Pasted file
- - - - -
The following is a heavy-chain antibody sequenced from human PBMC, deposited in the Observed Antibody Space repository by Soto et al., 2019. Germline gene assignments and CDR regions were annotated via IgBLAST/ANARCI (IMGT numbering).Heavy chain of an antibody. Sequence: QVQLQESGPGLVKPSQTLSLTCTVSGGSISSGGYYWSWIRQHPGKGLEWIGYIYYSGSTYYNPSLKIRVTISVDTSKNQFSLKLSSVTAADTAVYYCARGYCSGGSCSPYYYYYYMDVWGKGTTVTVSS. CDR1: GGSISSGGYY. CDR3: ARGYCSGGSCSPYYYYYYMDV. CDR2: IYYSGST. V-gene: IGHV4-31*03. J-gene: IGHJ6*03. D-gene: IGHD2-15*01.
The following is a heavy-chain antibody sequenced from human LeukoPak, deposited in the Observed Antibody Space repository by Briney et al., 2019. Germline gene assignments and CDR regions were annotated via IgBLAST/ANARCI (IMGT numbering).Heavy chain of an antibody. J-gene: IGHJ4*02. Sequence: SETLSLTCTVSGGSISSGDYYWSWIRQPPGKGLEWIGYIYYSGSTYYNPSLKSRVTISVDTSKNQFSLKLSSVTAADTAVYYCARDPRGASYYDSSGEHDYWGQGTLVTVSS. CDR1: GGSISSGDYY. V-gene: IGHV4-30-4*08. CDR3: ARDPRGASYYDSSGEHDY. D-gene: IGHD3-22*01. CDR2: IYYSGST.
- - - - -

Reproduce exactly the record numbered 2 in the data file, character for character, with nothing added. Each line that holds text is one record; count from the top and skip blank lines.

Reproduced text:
The following is a heavy-chain antibody sequenced from human LeukoPak, deposited in the Observed Antibody Space repository by Briney et al., 2019. Germline gene assignments and CDR regions were annotated via IgBLAST/ANARCI (IMGT numbering).Heavy chain of an antibody. J-gene: IGHJ4*02. Sequence: SETLSLTCTVSGGSISSGDYYWSWIRQPPGKGLEWIGYIYYSGSTYYNPSLKSRVTISVDTSKNQFSLKLSSVTAADTAVYYCARDPRGASYYDSSGEHDYWGQGTLVTVSS. CDR1: GGSISSGDYY. V-gene: IGHV4-30-4*08. CDR3: ARDPRGASYYDSSGEHDY. D-gene: IGHD3-22*01. CDR2: IYYSGST.